I urge you to have them get the child's vision tested and have the child tested for learning disabilities and dyslexia.
     
    Last edited: Jul 30, 2020
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  7. RainStorm

    RainStorm Phenom

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    I'm going to say this as gently as I know how. A child who is ten years old and has failed to learn to read in a small-group or one-on-one environment is not going to learn to read "on his own" with the help of online resources, suggestions or continued instruction by an untrained adult (his mother). He needs testing to search for undiagnosed learning disabilities, and very intensive, systematic instruction by a trained professional.

    There could be so many different things going on right now, and there is no way to know which. He could be learning disabled. He could be dyslexic (although your description of "seeing letters funny" is not at all indictive of dyslexia, the family history of it is more concerning.) He could have had really ineffective instruction ( you mention the sister learning, but she could have been a spontaneous reader -- they do exist.) He may be willful and not interested in reading. It could be a cry for help or attention. It could be a vision problem. He may be simply disinterested. It could be so very many things. It could also be a combination of several.

    At his age, the window for learning this is closing. There is no time to fiddle-around and try this or that, and hope something works. Immediate testing and specialized instruction by a trained professional reading educator is called. There is no time to waste. Developmentally, his window for learning these skills is closing.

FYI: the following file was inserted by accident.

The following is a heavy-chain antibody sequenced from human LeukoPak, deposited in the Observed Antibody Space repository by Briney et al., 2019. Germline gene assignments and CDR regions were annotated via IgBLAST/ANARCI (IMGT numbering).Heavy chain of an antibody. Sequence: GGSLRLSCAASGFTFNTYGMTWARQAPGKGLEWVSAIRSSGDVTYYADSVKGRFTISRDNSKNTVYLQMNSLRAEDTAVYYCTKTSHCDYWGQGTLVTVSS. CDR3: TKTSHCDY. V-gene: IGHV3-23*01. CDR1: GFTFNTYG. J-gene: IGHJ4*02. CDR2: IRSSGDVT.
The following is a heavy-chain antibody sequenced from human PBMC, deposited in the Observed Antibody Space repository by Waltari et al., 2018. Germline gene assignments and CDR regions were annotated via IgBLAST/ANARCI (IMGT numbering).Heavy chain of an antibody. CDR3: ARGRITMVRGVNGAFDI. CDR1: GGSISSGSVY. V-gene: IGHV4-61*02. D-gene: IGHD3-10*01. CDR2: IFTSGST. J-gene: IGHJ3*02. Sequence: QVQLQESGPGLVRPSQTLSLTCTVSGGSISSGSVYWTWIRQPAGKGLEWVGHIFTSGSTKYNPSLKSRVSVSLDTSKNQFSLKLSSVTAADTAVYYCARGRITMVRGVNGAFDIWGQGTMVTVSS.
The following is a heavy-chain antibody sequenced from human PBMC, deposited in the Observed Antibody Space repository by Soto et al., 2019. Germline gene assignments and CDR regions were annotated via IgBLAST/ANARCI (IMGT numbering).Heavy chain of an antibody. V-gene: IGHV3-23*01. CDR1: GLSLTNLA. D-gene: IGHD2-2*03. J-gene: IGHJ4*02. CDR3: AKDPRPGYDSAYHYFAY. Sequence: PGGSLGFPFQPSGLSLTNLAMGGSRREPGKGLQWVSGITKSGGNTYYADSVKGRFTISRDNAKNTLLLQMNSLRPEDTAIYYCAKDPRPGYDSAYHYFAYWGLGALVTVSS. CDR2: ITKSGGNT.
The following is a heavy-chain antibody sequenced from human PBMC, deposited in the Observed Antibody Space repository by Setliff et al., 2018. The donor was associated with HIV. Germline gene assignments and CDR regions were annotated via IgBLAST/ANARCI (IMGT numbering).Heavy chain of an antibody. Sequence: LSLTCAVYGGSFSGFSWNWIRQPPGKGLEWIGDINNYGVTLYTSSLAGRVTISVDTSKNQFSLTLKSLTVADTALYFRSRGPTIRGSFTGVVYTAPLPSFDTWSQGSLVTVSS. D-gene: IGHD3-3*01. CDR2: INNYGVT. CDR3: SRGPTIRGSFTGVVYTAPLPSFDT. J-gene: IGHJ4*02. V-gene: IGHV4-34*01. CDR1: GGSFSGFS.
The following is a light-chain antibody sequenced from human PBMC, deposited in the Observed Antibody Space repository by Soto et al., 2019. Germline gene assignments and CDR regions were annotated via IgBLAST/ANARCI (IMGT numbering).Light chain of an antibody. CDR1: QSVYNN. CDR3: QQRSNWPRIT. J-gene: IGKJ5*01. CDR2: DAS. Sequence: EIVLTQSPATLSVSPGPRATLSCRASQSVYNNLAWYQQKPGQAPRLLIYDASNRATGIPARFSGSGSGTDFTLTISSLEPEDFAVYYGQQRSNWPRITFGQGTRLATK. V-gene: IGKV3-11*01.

You might want to share this information with his mother. A study by the American Educational Research Association presents this warning sign: A student who can't read on grade level by 3rd grade is four times less likely to graduate by age 19 than a child who does read proficiently by that time.

    "Third grade is a kind of pivot point," said Donald J. Hernandez, the study's author and a sociology professor at Hunter College, at the City University of New York. "We teach reading for the first three grades and then after that children are not so much learning to read but using their reading skills to learn other topics. In that sense if you haven't succeeded by 3rd grade it's more difficult to [remediate] than it would have been if you started before then."

    I can tell you really care and want to help, but online programs and other little "tricks of the trade" like highlight cards or pointing are simply not the answer. Correct diagnosis and elimination of learning disabilities or medical issues, and a learning plan developed and (hopefully) carried out by a trained profession in the observed and documented areas of deficiencies is what is needed.
     
  8. readingrules12

    readingrules12 Aficionado

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    I have tutored students in reading for a long time. I currently am not doing this. The more I tutored the more I decided to slow down and spend more time at the beginning figuring out what the problem might be. Here are some (but near all) of the ideas.

    1. Vision test...a2z is right on this. I didn't believe it at first either. I found that the right pair of glasses can really change some students. Not always though.

    2. For some students the regular font of black letters on a white background doesn't work. Put a yellow overlay (such as a report cover) over the letters. I have seen for a few children they are amazed at how less blurry things are to them. Unfortunately, this doesn't work with most students.

    3. Phonics...this can often be even more of a killer to a 10 year old than a 6 year old. A 10 year old might be able to sound out the word "piglet", but when it comes up with letters with lots of blends, silent letters etc, he gets crushed by words like "enough" and "because" which really are phonetic if you are thoroughly taught phonics. The thing is the teacher must have the training to know how to teach phonics in an organized way. I would say over 90% of the children I tutored benefited from additional phonics instruction.